And after several hundred students had filed by, each one the same but each one different, each one taking the same bread and hearing the same words, Rachel told us,she finally “got” what communion was all about in a way that she had never understood in her several decades of regular church attendance. Some of these kids were believers, some were clearly not, some were there because they wanted to be, many were not, some took the communion seriously, some giggled through it, but simply by lining up and participating in the ritual–hearing the words, taking the bread, dipping it in the juice, swallowing it, and then watching hundreds of their peers do exactly the same thing as other Christians had been doing for thousands of years–the students and their servers became part of something that was timeless and bigger than themselves, whether they realized it at the time or not. Rituals have power.
AAUW is not a religious organization, and though this holiday party included Christmas music and stories, it was clearly and intentionally a secular event. But as those Upward Bound students went one by one to the microphone to read the lines from a silly and dated poem that many of them had probably never actually read before and would probably never read again, I couldn’t help but think of Rachel Held Evans’ story of the middle school kids, stopping one by one in front of her, hundreds of them, each bringing with them an individualized history. If there is any truth to the old saying that “just showing up is half the battle,” then surely one aspect of that truth is that by “showing up,” we move from being alone to being in a group, to communing with fellow humans. When I showed up at the holiday party, I did so largely because it was time, once again, to go to the annual AAUW holiday party. It was on my calendar. The Christmas season is a busy time, and this was just another one of the busy things. What I realize now, though, is that for me, at least, simply showing up to an annual party allowed me to recognize my place in a larger ritual, one that gives me (and, I suspect, some others who were there) a strength that I cannot get by myself. What these students might not realize is that simply by showing up to read (something that might have been uncomfortable for them), simply by accepting an invitation to another in a long line of annual holiday parties, they were accepting a moment of support from the people in the audience who invited them. The students performed, the audience listened with good will, and for most of the students and the audience, a similar scene will repeat itself many times in the future, just as it has repeated itself in the past. Performers become listeners; those getting support become givers of support.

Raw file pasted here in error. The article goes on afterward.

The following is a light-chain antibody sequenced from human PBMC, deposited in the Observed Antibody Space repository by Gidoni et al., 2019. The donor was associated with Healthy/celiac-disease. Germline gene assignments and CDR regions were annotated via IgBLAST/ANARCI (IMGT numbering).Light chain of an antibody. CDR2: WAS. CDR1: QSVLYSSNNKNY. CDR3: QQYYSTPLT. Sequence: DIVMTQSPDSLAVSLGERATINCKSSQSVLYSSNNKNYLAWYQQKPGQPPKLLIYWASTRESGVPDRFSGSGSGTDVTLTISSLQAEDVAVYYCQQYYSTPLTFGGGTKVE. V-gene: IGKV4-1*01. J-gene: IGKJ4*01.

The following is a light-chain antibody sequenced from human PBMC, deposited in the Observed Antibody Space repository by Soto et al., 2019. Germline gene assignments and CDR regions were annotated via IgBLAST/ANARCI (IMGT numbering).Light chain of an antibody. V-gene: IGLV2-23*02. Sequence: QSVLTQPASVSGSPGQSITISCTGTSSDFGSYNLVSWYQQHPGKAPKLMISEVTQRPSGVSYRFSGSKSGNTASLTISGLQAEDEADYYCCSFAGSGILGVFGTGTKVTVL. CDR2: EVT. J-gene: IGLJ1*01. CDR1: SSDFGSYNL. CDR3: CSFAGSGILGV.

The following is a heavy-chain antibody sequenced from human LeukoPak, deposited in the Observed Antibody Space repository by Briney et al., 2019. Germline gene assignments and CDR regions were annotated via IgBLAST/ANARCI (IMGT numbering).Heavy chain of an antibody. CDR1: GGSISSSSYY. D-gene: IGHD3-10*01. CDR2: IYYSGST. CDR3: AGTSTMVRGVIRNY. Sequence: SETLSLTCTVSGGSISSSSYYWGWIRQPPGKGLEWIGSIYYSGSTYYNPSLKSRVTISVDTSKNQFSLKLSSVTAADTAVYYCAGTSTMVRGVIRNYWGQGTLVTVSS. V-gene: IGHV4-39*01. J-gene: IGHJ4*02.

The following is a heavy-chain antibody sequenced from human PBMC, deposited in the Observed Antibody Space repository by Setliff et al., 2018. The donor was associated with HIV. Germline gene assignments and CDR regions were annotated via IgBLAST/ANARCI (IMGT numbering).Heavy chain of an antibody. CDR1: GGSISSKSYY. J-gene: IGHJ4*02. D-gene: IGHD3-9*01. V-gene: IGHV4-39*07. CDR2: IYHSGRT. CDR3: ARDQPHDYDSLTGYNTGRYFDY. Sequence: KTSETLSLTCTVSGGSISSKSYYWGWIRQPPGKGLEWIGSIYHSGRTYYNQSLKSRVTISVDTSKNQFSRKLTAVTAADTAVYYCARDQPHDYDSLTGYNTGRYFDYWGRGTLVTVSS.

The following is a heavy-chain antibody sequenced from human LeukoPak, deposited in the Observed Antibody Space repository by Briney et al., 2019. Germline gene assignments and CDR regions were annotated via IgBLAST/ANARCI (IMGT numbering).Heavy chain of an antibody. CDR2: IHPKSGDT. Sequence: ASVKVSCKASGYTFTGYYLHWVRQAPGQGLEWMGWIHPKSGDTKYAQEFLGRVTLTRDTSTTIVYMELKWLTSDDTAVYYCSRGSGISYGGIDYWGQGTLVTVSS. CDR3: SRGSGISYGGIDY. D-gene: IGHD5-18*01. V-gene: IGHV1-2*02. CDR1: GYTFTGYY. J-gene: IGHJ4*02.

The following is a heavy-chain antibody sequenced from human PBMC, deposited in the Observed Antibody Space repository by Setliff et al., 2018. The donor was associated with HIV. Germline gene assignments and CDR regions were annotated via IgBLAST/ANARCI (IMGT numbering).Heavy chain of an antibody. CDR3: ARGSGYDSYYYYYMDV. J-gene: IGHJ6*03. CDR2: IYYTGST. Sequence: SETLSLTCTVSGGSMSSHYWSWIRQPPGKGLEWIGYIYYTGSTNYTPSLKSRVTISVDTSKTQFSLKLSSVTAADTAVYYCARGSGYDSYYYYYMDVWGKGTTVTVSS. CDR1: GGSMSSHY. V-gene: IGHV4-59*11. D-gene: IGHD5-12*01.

Obviously, not everyone who attended the holiday party was as moved as I was, and the specific act that moved me was, after all, a simple performance of an insignificant poem, just one part of the evening’s entertainment. But for me, the event became something of a ritual. Those of us in attendance represented many generations–I was somewhere in the middle of the range; we were participating in something that happens year after year, in a season that is marked by “giving”; some of us needed encouragement and support, some of us gave encouragement and support, and some of us did or had done both. Simply showing up to the event in such a busy season was a kind of gift that we gave to one another. That this particular event became, for me, much bigger than what it actually was, a sort of symbolic reminder of every person in my life who had ever helped me, and with every person I had ever helped, was an unexpected surprise, but it probably shouldn’t have been. There is strength in community, in communion, in ritual. Christmas comes, no matter what.
David claims he grew up bouncing around the country for no good reason in (mostly rural) areas of Texas, Iowa, New Mexico, Montana, and Washington. He is married to Anna. They live in Montevallo, Alabama, with their soon-to-be-teenager son, John David, two dogs, one cat, and a continually changing collection of fish. David is a full-time house-husband, caretaker of Anna, and father who is still trying to decide what he wants to be when he grows up. David takes interest in all kinds of things that delight or surprise, including musing about religion, being entertained by pets, raising kids, making and listening to music, watching movies and plays, making and keeping friends, and reading anything that has ever been printed.